It’s difficult to showcase just one of Justine Reyes varied and masterful bodies of work. All of her work draws from the personal, whether it be through familial explorations or examining identity, and working with the idea of leaving and returning home, and the longing to hold on to things that are ephemeral and transitory in nature.
Justine lives and works in New York. She received BFA from Syracuse University and her MFA from the San Francisco Art Institute. She has shown her work both nationally and internationally. She participated in Proyecto Circo at the 8th Havana Biennial in Havana, Cuba and took part in Contemporary Istanbul in Istanbul, Turkey. In 2008 Reyes was an artist in residence at both St. Mary’s College of Maryland and at the Center for Photography at Woodstock where her series Vanitas began. In 2009 Reyes’s Guayabera series was included in Queens International 4 at The Queens Museum of Art. Reyes was recently awarded the Individual Artist Initiative (IAI) from the Queens Council on the Arts and a workspace residency from the Lower Manhattan Cultural Council (LMCC) for 2009-2010.
I am featuring selections from two bodies of work, Vanitas and Mask, but don’t miss her terrific series, Home, Away from Home.
About Vanitas: Taking inspiration from Dutch Vanitas paintings, these photographs incorporate personal artifacts within the traditional construct of still life. Pairing objects that belonged to my grandmother with my own possessions speaks to the concept of memory, familial legacy and the passage of time. The incorporation of modern elements such as the Saran wrap, plastic, sugar packages etc, as well as the use of photography itself add an additional layer of nostalgia and irony when viewed within the historical framework of Vanitas painting. Both the decomposition of the natural (rotting fruit and wilting flowers) and the break down of the man-made objects, reference the physical body, life’s impermanence and the inevitability of death.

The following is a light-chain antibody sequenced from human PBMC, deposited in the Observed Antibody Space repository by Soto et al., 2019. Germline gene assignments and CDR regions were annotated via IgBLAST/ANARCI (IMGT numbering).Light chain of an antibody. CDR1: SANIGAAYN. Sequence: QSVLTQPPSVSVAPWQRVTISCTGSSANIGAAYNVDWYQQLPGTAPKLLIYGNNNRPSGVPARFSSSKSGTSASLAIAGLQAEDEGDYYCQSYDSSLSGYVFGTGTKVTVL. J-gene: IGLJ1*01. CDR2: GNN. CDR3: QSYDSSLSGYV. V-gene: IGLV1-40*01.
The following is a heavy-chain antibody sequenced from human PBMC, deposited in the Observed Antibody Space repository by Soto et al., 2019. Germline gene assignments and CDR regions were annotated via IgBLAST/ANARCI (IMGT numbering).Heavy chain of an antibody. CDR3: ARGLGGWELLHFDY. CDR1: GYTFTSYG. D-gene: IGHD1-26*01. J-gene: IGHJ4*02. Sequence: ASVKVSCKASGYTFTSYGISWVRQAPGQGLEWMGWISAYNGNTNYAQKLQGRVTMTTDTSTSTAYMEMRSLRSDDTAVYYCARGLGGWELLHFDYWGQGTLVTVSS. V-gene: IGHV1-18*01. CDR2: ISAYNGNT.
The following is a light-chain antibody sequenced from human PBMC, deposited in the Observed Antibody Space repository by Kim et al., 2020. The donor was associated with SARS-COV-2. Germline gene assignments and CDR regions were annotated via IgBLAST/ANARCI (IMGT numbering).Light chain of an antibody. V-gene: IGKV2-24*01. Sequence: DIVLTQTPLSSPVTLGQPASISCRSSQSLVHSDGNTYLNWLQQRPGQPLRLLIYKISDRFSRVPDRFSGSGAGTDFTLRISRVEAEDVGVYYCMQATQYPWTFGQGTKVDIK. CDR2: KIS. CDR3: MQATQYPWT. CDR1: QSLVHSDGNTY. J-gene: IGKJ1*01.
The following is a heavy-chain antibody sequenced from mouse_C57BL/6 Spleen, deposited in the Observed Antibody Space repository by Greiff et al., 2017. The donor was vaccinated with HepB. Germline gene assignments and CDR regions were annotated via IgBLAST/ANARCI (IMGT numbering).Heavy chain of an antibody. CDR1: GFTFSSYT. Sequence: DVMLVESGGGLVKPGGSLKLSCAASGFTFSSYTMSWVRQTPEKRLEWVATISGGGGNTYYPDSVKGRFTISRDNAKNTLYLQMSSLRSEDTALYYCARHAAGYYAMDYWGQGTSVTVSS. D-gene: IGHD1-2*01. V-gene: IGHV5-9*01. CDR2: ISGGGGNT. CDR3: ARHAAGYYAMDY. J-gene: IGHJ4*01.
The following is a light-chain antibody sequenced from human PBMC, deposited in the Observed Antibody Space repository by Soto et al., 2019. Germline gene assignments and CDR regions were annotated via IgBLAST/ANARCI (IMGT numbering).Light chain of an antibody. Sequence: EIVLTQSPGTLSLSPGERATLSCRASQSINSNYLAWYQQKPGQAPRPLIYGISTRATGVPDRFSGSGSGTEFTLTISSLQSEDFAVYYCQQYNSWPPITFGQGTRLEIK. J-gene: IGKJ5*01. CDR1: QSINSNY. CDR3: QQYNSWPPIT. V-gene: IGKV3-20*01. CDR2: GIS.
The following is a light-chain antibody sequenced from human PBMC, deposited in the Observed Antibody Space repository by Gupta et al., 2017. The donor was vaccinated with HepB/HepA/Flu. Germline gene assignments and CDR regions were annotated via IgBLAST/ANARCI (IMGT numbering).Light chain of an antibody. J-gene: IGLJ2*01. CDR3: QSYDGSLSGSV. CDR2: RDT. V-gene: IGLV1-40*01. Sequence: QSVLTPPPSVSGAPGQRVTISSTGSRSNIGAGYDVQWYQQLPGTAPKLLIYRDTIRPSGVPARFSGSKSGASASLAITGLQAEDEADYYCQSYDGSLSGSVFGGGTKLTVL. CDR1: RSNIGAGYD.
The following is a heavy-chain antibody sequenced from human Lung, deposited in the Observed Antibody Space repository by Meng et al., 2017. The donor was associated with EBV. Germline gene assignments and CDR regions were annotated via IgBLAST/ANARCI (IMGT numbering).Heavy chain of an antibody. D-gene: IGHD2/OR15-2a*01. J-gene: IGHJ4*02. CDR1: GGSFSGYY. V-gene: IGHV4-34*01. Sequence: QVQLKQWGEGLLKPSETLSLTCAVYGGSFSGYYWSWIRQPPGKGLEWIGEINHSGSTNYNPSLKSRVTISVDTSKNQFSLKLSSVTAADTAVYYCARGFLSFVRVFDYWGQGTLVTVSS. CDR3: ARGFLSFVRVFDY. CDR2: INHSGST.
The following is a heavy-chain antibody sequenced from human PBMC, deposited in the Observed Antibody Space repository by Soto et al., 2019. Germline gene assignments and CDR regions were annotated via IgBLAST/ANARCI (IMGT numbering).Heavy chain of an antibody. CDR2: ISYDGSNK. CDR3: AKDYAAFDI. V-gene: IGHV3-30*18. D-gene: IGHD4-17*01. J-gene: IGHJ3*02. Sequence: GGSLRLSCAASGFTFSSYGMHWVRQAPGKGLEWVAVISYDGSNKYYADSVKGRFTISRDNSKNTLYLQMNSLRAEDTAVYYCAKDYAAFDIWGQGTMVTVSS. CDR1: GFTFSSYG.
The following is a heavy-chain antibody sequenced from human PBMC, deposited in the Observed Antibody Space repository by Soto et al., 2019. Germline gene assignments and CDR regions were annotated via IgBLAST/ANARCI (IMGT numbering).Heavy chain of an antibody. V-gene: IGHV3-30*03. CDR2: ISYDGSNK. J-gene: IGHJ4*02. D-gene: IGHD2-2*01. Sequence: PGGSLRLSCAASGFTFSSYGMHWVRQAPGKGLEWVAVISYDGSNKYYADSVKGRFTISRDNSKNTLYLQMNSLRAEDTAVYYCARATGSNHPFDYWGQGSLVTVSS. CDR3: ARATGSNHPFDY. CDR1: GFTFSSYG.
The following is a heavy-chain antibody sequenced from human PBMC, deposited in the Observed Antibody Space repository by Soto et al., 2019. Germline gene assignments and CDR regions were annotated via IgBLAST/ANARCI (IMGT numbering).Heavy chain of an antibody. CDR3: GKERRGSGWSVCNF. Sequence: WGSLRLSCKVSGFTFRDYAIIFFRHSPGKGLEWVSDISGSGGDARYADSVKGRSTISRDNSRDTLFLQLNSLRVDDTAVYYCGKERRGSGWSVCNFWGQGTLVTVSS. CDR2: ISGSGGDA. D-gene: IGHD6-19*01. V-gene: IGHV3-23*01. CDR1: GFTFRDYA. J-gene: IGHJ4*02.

Images from Vanitas
In Mask Series I raise questions that challenge western ideologies, norms and notions of freedom. In this work I blend the idea of the veil with the mask, both in terms of protection and aggression. I make reference to the burkha, ski-masks, gas masks, SARS masks, hazmat gear and fetish masks. The masks themselves are made out of material that is normally hidden under clothes, close to the body and private. Here they become exposed. In the installation tentatively titled 3-20-03 to Present I use the repetitive nature of crocheting to speak not only to the build up of time itself but also to the number of casualties and deaths amassed over time. During these times of war, terrorism, homeland security and global instability I have felt increasingly powerless, frustrated and deeply saddened. This has in large part brought me to my most current bodies of work many of which include my family, the idea of leaving and returning home, and the longing to hold on to things that are ephemeral and transitory in nature.
Posts on Lenscratch may not be reproduced without the permission of the Lenscratch staff and the photographer.
International Peace Week: Brett Van Ort: MinescapesSeptember 25th, 2020
International Peace Week: Lana Mesić : Anatomy of ForgivenessSeptember 23rd, 2020
Carlos Barradas: An Insufficient ResponseSeptember 11th, 2020
Erick Jonathan Guzman: To ObadiahSeptember 9th, 2020